Although we don't believe in timing the market or panicking over daily movements, we do like to keep an eye on market changes -- just in case they're material to our investing thesis.
Stocks edged higher today as investors seemed ambivalent about the direction of the market with major indexes near record highs. The Dow Jones Industrial Average (DJINDICES: ^DJI ) finished the day up 24 points, or 0.15%, in choppy trading, while the S&P 500 moved up 0.4%. ExxonMobil led the blue chips today, gaining 2.5%, as it seemed to get an additional bounce from last week's earnings beat. The only economic report out today was factory orders, which missed expectations in both August and September. Still, demand picked up in September by 1.7% after dipping 0.1% in August. Investors may also be playing it cautious as they await Friday's jobs report.
Tech stocks seemed to steal the spotlight today. BlackBerry (NASDAQ: BBRY ) stock fell 16% as the troubled smartphone maker said it would back out of a proposed bid to sell itself, and CEO Thorsten Heins stepped down from his leadership post. Investors had hoped that Fairfax Financial, Blackberry's largest shareholder, would buy the company outright, but Fairfax said it would instead invest $1 billion as part of a plan to take the company in a new direction. Operating losses have been piling up for the once-dominant phone maker, and investors seemed to view a potential sale as the best way of salvaging any remaining value. With the selection of Interim CEO John Chen, analysts seem to think the company will change its focus to software and services instead of devices.
Elsewhere, Twitter (NYSE: TWTR ) bumped its IPO price range to $23-$25 a share from $17-$20, which could raise $2 billion for the upstart social network, and sources said the final offer price could be even higher. IPOs including Noodles & Company, Potbelly, and The Container Store have spiked on opening day this year, so it's no surprise to see 2013's most hotly anticipated stock debut up its price. The current price range would value Twitter at up to $13.6 billion, much less than the $104 billion that Facebook kicked off at. Shares are expected to begin trading Thursday.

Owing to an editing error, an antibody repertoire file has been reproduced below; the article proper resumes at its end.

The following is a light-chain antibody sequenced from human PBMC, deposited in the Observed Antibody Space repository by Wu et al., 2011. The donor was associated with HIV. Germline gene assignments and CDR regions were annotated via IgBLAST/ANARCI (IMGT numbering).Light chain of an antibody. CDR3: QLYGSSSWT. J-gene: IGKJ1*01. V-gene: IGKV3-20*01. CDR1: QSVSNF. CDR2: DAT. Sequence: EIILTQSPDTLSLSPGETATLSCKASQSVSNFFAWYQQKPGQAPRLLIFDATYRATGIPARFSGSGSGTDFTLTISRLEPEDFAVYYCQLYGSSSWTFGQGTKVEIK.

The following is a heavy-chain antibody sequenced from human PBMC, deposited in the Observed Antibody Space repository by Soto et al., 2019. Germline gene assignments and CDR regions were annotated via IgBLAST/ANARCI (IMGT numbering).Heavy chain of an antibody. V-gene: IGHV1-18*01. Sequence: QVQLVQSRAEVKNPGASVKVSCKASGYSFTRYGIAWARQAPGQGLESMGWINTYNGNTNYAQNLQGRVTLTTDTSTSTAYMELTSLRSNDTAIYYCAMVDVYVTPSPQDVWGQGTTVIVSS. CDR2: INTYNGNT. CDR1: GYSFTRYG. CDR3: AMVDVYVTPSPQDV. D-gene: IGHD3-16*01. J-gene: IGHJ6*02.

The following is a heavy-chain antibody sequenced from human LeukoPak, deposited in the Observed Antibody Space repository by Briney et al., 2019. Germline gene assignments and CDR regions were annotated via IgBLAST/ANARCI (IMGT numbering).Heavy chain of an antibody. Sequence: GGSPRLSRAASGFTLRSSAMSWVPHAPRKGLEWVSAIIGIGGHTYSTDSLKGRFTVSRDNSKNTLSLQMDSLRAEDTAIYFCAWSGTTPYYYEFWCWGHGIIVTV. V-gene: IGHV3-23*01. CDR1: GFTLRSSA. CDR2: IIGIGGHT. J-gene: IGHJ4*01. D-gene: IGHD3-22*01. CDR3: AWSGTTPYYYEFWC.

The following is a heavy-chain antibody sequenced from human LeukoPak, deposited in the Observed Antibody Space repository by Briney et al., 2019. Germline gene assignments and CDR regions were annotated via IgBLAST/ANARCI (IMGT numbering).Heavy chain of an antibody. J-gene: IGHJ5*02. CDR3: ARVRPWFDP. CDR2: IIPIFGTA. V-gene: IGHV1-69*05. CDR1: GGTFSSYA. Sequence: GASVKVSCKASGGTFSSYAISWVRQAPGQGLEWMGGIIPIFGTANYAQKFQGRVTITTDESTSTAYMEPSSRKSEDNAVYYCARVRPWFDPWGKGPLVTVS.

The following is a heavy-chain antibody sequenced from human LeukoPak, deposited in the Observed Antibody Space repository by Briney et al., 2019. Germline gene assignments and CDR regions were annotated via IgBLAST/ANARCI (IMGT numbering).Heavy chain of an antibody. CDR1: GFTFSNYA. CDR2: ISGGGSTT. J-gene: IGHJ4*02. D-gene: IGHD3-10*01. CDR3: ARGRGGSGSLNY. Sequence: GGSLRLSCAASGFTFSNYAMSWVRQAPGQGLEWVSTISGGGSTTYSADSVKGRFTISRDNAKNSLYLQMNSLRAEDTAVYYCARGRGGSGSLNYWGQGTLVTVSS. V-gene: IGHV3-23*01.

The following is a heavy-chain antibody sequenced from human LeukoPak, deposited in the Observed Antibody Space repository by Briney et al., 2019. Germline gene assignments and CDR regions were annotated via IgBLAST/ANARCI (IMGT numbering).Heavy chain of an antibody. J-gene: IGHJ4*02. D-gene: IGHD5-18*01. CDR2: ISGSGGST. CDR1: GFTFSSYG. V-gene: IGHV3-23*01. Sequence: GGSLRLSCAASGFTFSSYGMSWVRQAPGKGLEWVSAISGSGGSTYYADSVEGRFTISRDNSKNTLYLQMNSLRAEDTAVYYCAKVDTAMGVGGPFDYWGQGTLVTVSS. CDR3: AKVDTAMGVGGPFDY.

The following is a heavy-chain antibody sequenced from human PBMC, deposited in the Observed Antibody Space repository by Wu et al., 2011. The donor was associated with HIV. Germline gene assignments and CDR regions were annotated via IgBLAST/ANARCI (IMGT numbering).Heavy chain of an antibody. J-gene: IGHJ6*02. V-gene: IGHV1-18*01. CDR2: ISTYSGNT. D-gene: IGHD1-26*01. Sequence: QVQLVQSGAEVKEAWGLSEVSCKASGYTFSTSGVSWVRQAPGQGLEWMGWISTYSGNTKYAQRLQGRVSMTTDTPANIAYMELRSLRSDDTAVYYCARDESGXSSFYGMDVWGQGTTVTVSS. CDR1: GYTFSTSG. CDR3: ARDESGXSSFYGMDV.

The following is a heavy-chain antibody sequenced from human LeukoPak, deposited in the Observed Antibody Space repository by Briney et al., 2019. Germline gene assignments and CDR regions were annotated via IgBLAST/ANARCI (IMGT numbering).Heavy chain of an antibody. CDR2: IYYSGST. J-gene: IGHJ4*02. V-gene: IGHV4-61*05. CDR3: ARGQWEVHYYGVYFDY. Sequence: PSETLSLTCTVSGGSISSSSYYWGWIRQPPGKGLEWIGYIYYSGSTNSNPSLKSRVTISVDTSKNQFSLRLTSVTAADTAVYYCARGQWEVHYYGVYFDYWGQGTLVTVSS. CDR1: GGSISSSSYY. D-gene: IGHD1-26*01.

Finally, LeapFrog Enterprises (NYSE: LF ) fell 10% after hours as investors were put off by its guidance in its quarterly report. CEO John Barbour cited "a weak retail climate and growing concern surrounding the holiday season" for the lowered guidance. For the full year, the company now expects sales of $570 million to $590 million, in line with last year, but well below estimates of $631.6 million. Its new EPS range of $0.36-$0.46 was also well below expectations of $0.62. Considering revenue has increased 9% this year thus far, management's guidance seems much too conservative, as it also assumes a profit of just about $0.15 in the fourth quarter, even though the holiday quarter is generally stronger than the back-to-school period for the educational toymaker. I'd expect LeapFrog to fly over this low bar.
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